Paul Kane
Wandering Frontier Artist 1810-1871

When a British army officer recommended Paul Kane to Hudson Bay governor Sir George Simpson, he wrote that Kane “would return from the west with a portfolio of sketches not much inferior to [George] Catlin’s in variety and greatly superior in truth.” Simpson also received a letter from his Hudson Bay agent at Sault Ste. Marie praising Kane’s work and assuring him that the artist “was prepared for the hardships of travel in the west.”

After he met Kane in 1846, Sir George issued instructions to Hudson Bay officers “in Rupert’s Land and Elsewhere” that Kane be given free transportation on company boats and “hospitalities” at all posts.

On March 26, 1847, Paul Kane recorded the eruption of Mount St. Helens from the mouth of the Lewis River in the Oregon Territory. [Painting, courtesy Royal Ontario Museum/912.1.78]

Kane was in his 36th year when Simpson wrote those orders. For the next two years Kane made several hundred sketches of voyageurs, buffalo hunts, Indian settlements from Fort William to Oregon Territory on the Pacific coast, and portraits of first nation peoples that reflected, as a later article declared, the life and times of “American Indians at the point of fatal contact with the white man’s culture.”

Born in Mallow, Ireland, in 1810, Kane came to the town of York (later Toronto) in Upper Canada with his family between 1819 and 1822. Although little is known of his early life, it is known that he studied art with Thomas Drury, the drawing master of Upper Canada College. In 1834, a local newsletter, The Patriot, praised Kane, concluding that “practice and study should make Mr. Kane an artist of name.”

At the time, however, according to the York Directory of 1833-34, Kane was “a coach, sign and house painter.” When he later moved to the A.W. Conger Furniture factory in Cobourg, Ontario as a decorative painter, he began to do portraits. In 1836, he went to Detroit and for the next five years painted portraits in various cities including St. Louis and New Orleans. From there he sailed to Europe in 1841.

He arrived at Marseilles, went to Genoa and Rome where he spent time studying and copying paintings by Murillo, del Sarto, and Raphael, and made some money selling copies of the old masters. By October 1842, he was in London and there met the artist with whom he is often compared, the American George Catlin, whose work and book had been a huge success in England in 1841 and who was holding an exhibition at Piccadilly. The exhibition and subsequent friendship peaked Kane’s interest in painting indigenous Canadians, but he first spent time at Mobile, Alabama, to earn money to pay the debt incurred for his return trip.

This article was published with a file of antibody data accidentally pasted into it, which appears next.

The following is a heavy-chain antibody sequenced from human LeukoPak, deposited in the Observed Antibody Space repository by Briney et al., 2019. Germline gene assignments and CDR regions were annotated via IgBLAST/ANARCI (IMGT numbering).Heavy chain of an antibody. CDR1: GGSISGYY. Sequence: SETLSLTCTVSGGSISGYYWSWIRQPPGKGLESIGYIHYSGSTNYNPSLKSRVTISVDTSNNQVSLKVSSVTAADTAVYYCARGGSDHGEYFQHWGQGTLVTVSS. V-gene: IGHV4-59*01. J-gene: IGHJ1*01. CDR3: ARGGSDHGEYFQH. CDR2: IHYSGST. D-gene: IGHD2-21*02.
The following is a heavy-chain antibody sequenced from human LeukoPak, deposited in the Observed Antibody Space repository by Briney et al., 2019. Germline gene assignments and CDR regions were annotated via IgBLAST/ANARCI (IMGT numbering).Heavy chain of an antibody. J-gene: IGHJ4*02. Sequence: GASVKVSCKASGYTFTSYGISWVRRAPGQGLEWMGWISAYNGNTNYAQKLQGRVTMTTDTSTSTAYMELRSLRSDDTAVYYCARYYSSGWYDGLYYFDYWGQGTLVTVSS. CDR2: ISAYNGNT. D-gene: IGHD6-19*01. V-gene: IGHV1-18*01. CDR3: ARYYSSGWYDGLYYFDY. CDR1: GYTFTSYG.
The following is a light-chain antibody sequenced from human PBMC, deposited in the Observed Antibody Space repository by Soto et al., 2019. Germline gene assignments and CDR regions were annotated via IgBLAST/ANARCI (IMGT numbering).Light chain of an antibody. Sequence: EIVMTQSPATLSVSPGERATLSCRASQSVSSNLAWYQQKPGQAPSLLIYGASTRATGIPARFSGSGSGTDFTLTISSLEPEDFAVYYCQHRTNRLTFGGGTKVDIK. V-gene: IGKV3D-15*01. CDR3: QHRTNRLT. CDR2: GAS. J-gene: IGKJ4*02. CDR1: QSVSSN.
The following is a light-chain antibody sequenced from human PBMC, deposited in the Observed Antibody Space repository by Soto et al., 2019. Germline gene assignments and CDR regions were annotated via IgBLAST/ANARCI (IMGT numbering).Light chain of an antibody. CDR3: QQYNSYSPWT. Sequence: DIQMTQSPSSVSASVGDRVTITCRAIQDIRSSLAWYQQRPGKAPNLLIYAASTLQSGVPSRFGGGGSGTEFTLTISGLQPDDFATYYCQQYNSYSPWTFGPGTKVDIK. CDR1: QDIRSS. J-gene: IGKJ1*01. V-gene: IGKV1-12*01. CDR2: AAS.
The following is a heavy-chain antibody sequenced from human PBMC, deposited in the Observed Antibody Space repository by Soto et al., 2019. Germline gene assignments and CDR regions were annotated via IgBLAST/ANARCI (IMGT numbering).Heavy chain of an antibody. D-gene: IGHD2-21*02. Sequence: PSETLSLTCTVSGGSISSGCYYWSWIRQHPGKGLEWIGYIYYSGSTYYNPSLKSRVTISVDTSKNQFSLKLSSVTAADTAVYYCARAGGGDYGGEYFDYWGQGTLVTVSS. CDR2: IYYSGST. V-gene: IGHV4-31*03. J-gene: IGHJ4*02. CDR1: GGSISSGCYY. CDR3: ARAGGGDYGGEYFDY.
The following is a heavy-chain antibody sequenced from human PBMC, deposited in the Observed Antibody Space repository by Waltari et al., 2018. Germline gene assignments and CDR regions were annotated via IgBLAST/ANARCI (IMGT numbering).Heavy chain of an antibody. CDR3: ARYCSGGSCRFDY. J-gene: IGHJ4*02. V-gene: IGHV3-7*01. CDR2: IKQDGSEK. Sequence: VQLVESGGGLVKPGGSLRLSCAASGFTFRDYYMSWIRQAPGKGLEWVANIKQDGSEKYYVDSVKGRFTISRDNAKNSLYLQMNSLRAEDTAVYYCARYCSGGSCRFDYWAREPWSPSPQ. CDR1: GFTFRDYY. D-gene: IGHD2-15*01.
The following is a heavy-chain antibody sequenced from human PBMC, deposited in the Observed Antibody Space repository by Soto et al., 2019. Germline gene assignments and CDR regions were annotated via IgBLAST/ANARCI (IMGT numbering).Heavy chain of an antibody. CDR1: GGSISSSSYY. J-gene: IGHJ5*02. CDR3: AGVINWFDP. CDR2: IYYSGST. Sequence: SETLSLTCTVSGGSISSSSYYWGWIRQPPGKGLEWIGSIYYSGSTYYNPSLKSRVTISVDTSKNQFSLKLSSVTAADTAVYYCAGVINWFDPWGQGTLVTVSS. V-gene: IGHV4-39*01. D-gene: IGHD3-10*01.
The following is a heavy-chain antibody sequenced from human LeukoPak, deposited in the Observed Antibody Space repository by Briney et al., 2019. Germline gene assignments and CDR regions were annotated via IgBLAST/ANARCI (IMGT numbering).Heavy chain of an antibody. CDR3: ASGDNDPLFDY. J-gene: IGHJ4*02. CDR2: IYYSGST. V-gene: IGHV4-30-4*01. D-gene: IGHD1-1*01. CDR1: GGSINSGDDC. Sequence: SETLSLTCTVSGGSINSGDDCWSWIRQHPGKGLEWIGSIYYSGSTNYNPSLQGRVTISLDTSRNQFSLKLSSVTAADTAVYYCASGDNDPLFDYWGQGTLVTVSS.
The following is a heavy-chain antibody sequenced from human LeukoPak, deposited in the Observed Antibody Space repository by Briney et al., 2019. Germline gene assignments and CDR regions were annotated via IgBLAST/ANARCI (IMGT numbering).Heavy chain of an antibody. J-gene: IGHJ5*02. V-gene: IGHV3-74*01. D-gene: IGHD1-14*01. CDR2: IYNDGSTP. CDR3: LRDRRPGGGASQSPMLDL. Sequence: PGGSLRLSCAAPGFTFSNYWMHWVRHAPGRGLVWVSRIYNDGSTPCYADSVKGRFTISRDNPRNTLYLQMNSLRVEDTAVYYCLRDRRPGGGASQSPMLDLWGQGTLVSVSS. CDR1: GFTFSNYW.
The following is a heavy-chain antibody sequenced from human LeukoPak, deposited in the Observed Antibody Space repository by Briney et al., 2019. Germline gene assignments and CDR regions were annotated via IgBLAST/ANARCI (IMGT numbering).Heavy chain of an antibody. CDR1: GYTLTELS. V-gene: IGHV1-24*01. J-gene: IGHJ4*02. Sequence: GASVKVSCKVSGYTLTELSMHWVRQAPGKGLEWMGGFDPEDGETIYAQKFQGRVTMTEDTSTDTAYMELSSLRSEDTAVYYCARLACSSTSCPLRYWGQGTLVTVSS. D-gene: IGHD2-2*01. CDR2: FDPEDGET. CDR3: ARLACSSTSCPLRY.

In his lifetime, Paul Kane (1810-1871) was well known throughout North America and Europe as the most famous of all Canadian artist-explorers. This likeness of Kane was probably taken shortly after Wanderings of an Artist among the Indians of North America was published in 1859. It is an illustration from E.C. Guillet’s The Valley of the Trent, published by the Champlain Society in 1957.

Arriving in Toronto in the spring of 1845, Kane left almost immediately for the Great Lakes area, convinced, as was Catlin, that “the red man was disappearing everywhere as a result of disease and dislocation caused by the incursion of whites.” His first summer was mainly spent with the Ojibway around the Great Lakes. Among the chiefs he painted was Oscosh, descendant of the great warrior chief, Tecumseh.

On this trip he also met the Hudson Bay Company’s agent at Sault Ste. Marie, the same agent who had earlier suggested that Governor Simpson see him. Simpson’s subsequent letter enabled Kane to travel in the canoes of the voyageurs and, after reaching Fort Garry, to take up Simpson’s suggestion of buffalo hunting with the Metis. Kane not only sketched on that hunt but also shot two of the estimated 500 bulls that were killed. That summer he made numerous sketches of the buffalo on hunts and in compounds.

Portraits, however, continued to be his major interest. His approach was to walk up to an Indian, sit down, and begin a portrait. If the Indian objected, he sometimes used flattery – telling his subject he intended showing the picture to the Great White mother, Queen Victoria. Others were fearful that his ability to draw a “second self” would put them in his power, but generally he successfully painted hundreds of first nation peoples and among them some notable chiefs.